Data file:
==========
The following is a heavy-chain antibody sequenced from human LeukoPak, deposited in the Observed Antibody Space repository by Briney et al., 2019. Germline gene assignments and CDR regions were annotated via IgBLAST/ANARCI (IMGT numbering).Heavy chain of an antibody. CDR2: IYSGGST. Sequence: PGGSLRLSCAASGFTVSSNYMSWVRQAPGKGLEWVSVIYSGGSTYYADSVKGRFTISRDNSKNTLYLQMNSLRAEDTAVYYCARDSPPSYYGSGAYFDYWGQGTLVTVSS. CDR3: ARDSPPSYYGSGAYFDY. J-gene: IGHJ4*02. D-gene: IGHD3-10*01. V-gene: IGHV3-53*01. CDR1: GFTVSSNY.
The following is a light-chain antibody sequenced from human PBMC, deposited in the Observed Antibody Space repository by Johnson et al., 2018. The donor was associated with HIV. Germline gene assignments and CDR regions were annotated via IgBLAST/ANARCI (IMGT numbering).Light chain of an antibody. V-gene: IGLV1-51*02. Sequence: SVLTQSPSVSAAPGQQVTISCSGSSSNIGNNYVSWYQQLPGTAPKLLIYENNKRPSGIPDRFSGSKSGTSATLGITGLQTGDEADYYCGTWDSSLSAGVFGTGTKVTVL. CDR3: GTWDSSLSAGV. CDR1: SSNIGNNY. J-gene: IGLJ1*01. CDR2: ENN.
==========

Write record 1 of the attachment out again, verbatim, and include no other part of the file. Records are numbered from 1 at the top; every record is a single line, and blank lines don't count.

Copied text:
The following is a heavy-chain antibody sequenced from human LeukoPak, deposited in the Observed Antibody Space repository by Briney et al., 2019. Germline gene assignments and CDR regions were annotated via IgBLAST/ANARCI (IMGT numbering).Heavy chain of an antibody. CDR2: IYSGGST. Sequence: PGGSLRLSCAASGFTVSSNYMSWVRQAPGKGLEWVSVIYSGGSTYYADSVKGRFTISRDNSKNTLYLQMNSLRAEDTAVYYCARDSPPSYYGSGAYFDYWGQGTLVTVSS. CDR3: ARDSPPSYYGSGAYFDY. J-gene: IGHJ4*02. D-gene: IGHD3-10*01. V-gene: IGHV3-53*01. CDR1: GFTVSSNY.